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Determined to serve: Fire Chief Harold Schapelhouman recovering from paralyzing fall
February 01, 2014, 05:00 AM By Samantha Weigel Daily Journal

Samantha Weigel/Daily Journal
Menlo Park Fire District Chief Harold Schapelhouman is back to work after suffering from a tragic accident.

Harold Schapelhouman has spent his life dedicated to public service — he traveled to New York to assist in the aftermath of the terrorist attacks of Sept. 11, 2001, was deployed to assist after Hurricane Katrina and helped dig through the rubble of the Oklahoma City bombings.

And even after suffering a debilitating accident which left him paralyzed eight months ago, he’s thankful to be back at work as chief of the Menlo Park Fire Protection District.

“I’ve always been interested in what people do in a tight spot, what they’ll do to survive,” Schapelhouman said. “In this business, you see a lot of people who have bad days. Then I had my own.”

Schapelhouman, 52, has been a firefighter for 33 years and chief since 2007. In May 2013, he broke his back after falling 15 feet from a ladder while trimming trees at his San Jose home causing major spinal cord damage that left him paralyzed.

His injuries are considered incomplete and, while continuing rehab, he’s regained the full use of his right arm and partial use of his left arm. His dedicated progress allowed him to return to work part time at the beginning of January, Schapelhouman said.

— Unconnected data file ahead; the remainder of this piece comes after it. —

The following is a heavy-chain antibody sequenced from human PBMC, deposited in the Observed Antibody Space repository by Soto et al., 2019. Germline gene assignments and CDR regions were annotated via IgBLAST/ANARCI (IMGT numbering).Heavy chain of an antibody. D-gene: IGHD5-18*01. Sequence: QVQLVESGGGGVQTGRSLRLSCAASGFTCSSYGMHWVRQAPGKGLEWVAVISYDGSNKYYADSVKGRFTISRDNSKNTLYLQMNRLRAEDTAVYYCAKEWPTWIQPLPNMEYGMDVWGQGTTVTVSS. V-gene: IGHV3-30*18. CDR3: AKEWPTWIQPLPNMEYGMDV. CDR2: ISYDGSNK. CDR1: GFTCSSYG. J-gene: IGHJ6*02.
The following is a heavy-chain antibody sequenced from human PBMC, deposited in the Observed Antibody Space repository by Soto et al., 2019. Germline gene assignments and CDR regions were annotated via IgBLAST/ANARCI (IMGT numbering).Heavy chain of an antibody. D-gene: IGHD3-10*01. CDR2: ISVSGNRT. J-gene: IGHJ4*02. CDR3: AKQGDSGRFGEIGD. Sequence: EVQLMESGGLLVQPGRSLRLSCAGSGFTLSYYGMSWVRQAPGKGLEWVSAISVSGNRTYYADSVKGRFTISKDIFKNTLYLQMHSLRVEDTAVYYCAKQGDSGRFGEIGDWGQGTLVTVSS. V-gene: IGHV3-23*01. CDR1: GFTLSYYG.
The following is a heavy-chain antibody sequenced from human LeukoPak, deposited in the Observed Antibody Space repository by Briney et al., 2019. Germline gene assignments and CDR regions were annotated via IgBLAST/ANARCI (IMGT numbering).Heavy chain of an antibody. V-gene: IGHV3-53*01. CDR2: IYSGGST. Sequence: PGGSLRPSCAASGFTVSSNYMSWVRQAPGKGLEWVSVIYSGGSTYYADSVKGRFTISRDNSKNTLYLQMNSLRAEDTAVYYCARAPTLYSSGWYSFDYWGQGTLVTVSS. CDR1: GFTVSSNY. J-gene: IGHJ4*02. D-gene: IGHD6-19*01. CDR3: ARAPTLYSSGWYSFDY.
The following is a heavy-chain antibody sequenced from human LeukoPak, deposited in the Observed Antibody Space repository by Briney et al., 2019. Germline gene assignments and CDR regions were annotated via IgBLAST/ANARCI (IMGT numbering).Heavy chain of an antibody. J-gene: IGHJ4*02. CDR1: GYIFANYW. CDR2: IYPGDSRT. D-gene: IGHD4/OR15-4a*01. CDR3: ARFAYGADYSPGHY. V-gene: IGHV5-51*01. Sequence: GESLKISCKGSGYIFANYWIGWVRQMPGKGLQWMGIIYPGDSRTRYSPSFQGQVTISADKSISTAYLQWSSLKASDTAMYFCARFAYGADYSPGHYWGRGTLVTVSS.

“There’s a chance I can get better. I’m pretty optimistic, but always realistic. But you have to work really hard and that’s what I’ve been doing,” Schapelhouman said.

He was always attracted to the valor of being a firefighter and the overarching call of helping people; it’s a 100-year-old organization of people dedicated to emergency preparedness and response, Schapelhouman said. He helped establish one of the state’s urban search and rescue task forces that took him to the front lines of some of the country’s most poignant disasters, Schapelhouman said.

Having never been on the receiving end of emergency assistance, his accident heightened his gratitude for what first responders and doctors do, Schapelhouman said.

“I have an appreciation of what goes on after a call,” Schapelhouman said. “I was always part of the help, but never a customer.”

He remains upbeat and even comical at times. He recognizes the irony of “what did me in was a ladder,” and chuckles how he was found with the power cutter still in his hand because he knew better than to ever drop a tool. He’s not adverse to risk but he’s always been very careful, so when he awoke after falling he said he could tell he was in trouble.

“Between knowing something just happened and I can’t move, laying in a puddle of my own blood, I knew something was really wrong,” Schapelhouman said.

His professional training served him during his accident because his neighbor was first on the scene and he guided his neighbor through what to do and what not to do, Schapelhouman said.